Her uncle Graham certainly adds depth to my new novel, What’s Left.

For one thing, he’s a sign of the generational changes coming to the family and its business. Dimitri’s father, Stavros, never would have approved of Graham’s presence, had fate not intervened.

For another, he brings a type of gentle male to the story, a balance to Dimitri’s golden boy leadership. As a couple, they also help me narrow the number of cousins Cassia has close at hand – readers can handle only so many names, after all – and Dimitri and Graham weren’t about to adopt, from what I see. (Feel free to argue otherwise.)

I’m happy with the way Graham grows into the story. Like others who voluntarily join in the family – Cassia’s father and her aunts Pia and Yin – he’s crucial to its vitality and flavor. With the hint of 0ld-money comfort in his past compounded by a layer of black-sheep distancing, we find him rich in the social skills he applies as the face everybody in town comes to know in the family’s restaurant.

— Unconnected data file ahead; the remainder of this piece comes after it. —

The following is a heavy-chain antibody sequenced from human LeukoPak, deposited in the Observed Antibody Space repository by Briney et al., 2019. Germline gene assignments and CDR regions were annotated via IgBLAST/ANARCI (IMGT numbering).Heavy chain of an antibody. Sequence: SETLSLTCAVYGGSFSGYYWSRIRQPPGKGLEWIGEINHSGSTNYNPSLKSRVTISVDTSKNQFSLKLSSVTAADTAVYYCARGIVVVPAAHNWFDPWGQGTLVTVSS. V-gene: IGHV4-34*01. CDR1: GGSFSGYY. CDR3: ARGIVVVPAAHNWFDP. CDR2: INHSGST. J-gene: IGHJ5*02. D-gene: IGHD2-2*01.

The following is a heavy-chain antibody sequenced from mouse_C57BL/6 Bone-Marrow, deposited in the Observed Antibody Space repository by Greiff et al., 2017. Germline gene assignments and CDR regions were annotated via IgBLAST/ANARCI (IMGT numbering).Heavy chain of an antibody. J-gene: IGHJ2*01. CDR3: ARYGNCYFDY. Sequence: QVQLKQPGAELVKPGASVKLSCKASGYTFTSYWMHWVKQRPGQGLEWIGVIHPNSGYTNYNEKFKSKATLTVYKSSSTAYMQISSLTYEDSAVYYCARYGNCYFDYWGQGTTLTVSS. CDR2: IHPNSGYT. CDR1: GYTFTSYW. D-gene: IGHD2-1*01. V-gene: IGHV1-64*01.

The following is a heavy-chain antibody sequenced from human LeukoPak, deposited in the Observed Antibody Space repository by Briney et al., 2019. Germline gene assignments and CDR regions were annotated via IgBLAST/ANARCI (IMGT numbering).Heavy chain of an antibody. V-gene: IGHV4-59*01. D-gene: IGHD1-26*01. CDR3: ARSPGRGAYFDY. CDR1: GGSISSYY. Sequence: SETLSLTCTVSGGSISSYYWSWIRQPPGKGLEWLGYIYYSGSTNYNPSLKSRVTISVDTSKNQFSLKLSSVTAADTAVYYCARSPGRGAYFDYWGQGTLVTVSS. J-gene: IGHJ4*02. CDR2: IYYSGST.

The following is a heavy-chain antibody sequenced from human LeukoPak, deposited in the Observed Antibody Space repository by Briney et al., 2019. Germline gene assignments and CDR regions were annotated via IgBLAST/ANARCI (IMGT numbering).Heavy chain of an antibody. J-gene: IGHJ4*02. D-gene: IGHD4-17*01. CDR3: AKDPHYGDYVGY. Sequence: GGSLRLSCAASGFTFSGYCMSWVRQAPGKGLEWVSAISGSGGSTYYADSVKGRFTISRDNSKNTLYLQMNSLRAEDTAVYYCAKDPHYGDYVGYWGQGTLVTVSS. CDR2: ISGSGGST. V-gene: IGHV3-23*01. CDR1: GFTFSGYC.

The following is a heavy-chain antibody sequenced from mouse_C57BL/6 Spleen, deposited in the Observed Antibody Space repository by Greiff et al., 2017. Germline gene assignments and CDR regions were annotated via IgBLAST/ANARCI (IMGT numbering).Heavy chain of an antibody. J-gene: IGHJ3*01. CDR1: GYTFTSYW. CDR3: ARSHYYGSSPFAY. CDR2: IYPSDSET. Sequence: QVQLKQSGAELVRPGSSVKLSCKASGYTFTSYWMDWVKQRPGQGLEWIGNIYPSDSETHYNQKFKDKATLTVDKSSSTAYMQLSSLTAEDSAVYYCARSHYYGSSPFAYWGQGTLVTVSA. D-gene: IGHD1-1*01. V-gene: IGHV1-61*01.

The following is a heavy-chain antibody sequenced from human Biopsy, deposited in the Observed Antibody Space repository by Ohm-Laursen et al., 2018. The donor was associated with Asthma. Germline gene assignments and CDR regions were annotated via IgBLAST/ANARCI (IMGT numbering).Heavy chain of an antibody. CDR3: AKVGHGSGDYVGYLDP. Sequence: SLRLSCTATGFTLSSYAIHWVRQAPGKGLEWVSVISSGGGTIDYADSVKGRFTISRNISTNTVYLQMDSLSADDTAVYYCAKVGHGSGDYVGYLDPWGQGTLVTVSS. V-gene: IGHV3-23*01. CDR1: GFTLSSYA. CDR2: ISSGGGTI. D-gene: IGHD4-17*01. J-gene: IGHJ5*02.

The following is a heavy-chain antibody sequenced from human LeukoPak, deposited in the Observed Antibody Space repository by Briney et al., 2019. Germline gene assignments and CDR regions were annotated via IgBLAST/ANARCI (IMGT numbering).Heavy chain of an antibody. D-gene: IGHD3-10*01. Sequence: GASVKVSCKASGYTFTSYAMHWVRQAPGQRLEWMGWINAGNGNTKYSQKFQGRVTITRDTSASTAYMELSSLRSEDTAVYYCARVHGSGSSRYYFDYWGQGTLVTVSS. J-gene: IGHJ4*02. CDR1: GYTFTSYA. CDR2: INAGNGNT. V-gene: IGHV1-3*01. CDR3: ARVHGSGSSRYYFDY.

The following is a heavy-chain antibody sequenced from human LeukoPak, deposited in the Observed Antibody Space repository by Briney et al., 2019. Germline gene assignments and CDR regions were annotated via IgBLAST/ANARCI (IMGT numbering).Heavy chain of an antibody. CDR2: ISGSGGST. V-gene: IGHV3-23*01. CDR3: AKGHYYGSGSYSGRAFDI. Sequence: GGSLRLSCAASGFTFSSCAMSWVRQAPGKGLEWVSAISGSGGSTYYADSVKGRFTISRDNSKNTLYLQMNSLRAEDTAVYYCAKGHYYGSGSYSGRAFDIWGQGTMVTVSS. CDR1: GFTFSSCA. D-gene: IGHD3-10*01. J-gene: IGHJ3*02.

And then there’s the close friendship he and Cassia’s father build, based on their shared love of opera, especially.


Here’s how I portrayed him in an early draft of the novel:

Graham is another story. A year older than Dimitri, he’s far more experienced in the wider world. In settling with us, he no doubt gives up many sophisticated pleasures in exchange for small-town ambience and limitations. It’s not that he exactly needs a job, either. He’s free to work whenever and wherever he wants, or not at all, but here he throws himself into long hours just like the rest of us. If anything, he somehow takes what can be seen as our provincial ways as a personal relief from whatever he’s left behind, or even as some kind of cosmic humor.


I hadn’t thought about this, but about a year after drafting this, I met someone at a weeklong conference who has many of Graham’s comforting qualities, and we’re good friends now. It’s almost eerie.

Which character do you identify with more – Graham or Dimitri? Or should I ask, which one do you prefer more? And why?


Andy’s Diner (later the third home of Cafe Septième, demolished 2011), Broadway, Seattle, Washington, 1954. Seattle Municipal Archives via Wikimedia Commons.

In my novel, the family restaurant could have been like this.

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